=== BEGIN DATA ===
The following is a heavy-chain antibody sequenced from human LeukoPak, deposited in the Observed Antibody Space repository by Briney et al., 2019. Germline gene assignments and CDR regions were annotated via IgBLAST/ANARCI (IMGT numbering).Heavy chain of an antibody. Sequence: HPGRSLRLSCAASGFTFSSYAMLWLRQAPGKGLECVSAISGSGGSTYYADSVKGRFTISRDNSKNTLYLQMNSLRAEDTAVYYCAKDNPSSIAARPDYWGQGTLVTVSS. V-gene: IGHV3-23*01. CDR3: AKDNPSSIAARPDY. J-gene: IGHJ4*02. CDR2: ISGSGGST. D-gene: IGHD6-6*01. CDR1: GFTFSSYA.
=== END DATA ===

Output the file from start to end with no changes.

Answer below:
The following is a heavy-chain antibody sequenced from human LeukoPak, deposited in the Observed Antibody Space repository by Briney et al., 2019. Germline gene assignments and CDR regions were annotated via IgBLAST/ANARCI (IMGT numbering).Heavy chain of an antibody. Sequence: HPGRSLRLSCAASGFTFSSYAMLWLRQAPGKGLECVSAISGSGGSTYYADSVKGRFTISRDNSKNTLYLQMNSLRAEDTAVYYCAKDNPSSIAARPDYWGQGTLVTVSS. V-gene: IGHV3-23*01. CDR3: AKDNPSSIAARPDY. J-gene: IGHJ4*02. CDR2: ISGSGGST. D-gene: IGHD6-6*01. CDR1: GFTFSSYA.